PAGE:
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Re-enactor discusses 'grave topic' at Washington County Museum After Dark
Halloween inspired show delves into history of embalming.
Standing over a casket, Oscar Hult is all smiles.
For him, its just another day at the office.
Hult, an amateur historian and Civil War re-enactor, was on stage at the Washington County Museum on Thursday, Oct. 20, giving a spooky lecture about a rather unappetizing subject, the history of American embalming.
Hult, 55, is an Albany haberdasher by day, who has spent years researching the American Civil War. He spoke to a crowded room at the Washington County Museum as part of the museums annual Halloween-themed Museum After Dark series, which delves more into historys more macabre subjects.
Modern embalming practices began during the Civil War as a way to preserve fallen Union soldiers on their journeys home to be buried, Hult said. Before the Civil War, most people lived and died in their home towns, and there wasnt need to preserve bodies for more than a few days.
But that changed with the invention of the railroad, Hult said. Now, people could travel great distances, traveling far from their homes for the first time in their lives.
Thomas Holmes, the father of modern embalming, taught morticians across the North how to preserve bodies. Prior to the Civil War, embalming was only done on anatomical cadavers at universities, and was often done using arsenic, mercury or other poisonous chemicals.After the death of Elmar Ellsword credited as the first Union casualty of the Civil War and a personal friend of President Abraham Lincoln Holmes perfected a formula that involved injecting chemicals into the arteries of the deceased, which could preserve bodies for years.
Holmes techniques went on to create the modern funeral industry as it exists today, Hult said.
Holmes died in 1900 in an insane asylum, likely driven mad by the harmful chemicals he used in his experiments, Hult said.
Its a fascinating piece of American history, Hult said, and not one that many people are familiar with.
Its this thing that we now regard as commonplace, Hult said. I thought it was a story that should be told.
Talking about death is often seen as a taboo subject in American culture, Hult said, but its an important topic for people to understand.
Its important to be aware of where we come from, Hult said. Its our history, and if we dont think about where weve been, we wont know where were going.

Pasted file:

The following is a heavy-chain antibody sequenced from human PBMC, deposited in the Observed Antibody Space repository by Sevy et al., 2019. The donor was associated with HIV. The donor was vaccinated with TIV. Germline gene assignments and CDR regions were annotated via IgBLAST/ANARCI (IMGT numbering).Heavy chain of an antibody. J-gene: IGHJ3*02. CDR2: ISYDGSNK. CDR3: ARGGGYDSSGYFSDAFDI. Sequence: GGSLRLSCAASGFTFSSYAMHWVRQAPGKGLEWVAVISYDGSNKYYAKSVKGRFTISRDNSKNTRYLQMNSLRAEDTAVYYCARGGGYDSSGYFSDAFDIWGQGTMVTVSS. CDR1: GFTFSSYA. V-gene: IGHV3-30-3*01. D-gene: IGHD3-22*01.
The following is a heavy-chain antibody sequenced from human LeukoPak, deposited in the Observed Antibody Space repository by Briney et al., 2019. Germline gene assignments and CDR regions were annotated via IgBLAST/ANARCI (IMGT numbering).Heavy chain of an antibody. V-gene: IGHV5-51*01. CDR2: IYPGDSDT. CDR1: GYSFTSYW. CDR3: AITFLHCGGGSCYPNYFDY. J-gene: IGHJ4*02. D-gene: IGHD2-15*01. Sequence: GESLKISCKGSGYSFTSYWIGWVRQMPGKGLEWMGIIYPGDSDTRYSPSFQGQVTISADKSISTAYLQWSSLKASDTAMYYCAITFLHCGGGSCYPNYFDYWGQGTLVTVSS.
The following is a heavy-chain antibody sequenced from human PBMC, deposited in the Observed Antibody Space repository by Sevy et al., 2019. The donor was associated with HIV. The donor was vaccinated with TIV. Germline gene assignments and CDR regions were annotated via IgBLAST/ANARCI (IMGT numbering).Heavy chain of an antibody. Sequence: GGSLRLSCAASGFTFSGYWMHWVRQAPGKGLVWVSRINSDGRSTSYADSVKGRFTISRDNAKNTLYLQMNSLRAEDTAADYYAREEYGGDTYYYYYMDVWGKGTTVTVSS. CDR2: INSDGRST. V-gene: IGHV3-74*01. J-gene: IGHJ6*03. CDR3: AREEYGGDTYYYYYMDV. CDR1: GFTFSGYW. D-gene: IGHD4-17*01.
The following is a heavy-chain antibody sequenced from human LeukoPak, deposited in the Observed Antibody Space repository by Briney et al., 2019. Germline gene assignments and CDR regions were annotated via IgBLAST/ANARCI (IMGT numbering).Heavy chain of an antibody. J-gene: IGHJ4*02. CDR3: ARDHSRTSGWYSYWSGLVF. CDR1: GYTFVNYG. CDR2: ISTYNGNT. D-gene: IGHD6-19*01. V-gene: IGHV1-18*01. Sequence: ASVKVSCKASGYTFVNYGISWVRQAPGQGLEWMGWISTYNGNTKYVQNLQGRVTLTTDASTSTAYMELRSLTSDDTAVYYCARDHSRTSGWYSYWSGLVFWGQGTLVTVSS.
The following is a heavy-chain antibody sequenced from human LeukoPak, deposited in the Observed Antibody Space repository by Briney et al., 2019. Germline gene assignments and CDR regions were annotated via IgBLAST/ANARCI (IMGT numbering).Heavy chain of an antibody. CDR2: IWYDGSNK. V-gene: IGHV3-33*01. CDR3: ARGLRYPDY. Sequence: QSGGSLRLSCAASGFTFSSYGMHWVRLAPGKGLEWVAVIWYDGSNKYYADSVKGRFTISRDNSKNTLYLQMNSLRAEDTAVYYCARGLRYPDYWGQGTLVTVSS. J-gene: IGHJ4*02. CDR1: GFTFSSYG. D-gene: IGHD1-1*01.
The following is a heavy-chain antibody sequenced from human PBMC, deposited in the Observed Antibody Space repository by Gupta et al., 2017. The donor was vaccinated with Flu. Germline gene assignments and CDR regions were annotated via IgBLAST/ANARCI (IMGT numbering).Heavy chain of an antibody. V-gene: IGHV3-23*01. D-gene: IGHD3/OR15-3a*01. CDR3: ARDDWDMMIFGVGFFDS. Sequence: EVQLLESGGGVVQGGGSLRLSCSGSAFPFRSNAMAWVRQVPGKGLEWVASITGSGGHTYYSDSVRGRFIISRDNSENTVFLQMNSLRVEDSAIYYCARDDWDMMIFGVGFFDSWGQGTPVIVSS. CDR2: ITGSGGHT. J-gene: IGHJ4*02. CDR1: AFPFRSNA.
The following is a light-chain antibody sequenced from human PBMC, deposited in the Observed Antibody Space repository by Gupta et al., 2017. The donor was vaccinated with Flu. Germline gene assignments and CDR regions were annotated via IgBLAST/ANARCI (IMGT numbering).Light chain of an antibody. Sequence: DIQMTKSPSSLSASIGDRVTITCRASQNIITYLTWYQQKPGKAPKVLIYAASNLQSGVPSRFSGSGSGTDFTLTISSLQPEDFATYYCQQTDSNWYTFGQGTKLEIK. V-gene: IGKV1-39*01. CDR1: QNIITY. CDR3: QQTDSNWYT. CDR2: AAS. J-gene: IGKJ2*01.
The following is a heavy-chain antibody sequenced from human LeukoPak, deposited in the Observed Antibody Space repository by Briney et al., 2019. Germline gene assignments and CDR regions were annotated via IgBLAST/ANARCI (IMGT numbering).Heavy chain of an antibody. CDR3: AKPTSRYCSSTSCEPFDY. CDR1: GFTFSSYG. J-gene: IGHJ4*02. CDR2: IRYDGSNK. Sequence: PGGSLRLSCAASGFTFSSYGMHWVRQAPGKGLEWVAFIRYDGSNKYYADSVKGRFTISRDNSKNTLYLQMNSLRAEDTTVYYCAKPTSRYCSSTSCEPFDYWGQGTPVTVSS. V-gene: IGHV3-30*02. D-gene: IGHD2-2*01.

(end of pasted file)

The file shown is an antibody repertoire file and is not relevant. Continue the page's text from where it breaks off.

Hults wife has worked off and on in an Albany area funeral home for years, Hult said, which gave him an insight into a world he had never thought much about before.
It opens up the world and makes the period more real to people, Hult said. Hopefully, this sparks something in them to want to learn more about it, and about history.
Hult said he tries to make his talks fun and interesting, but said he walks a tightrope with making sure that his lecture is respectful. The Civil War lasted only four years, but accounts for nearly half of all soldier deaths in U.S. history, according to the Civil War Trust.
I try very hard to be respectful for the people who fought and died in that conflict on both sides, Hult said. Both sides were fighting for what they believed was right. Its important that the subject be respectful but that doesnt mean that you cant have a little bit of fun.
A historical re-enactor, Hult started by giving lectures about the early days of American journalism and war correspondence at events for the Northwest Civil War Council. Hult said he eventually grew bored with the subject after about two decades. He switched gears six years ago, talking about embalmings early history.
Hults lectures have gotten a bit of a following. Because of its morbid nature, Hult said its not uncommon for people to attend his lectures dressed in gothic or steampunk style clothing. At Thursday's talk, a handful of women sat in the front row, dressed in black Victorian-era outfit, complete with black makeup.
There are people from all walks of life out there, Hult said, laughing.
Hult said hes not surprised his talks have proven more popular than his previous lectures on 19th century journalism.
Its a topic that has universal appeal, he said. Everybody knows that this is where were all headed, eventually.
By Geoff Pursinger
Associate Editor, Hillsboro Tribune
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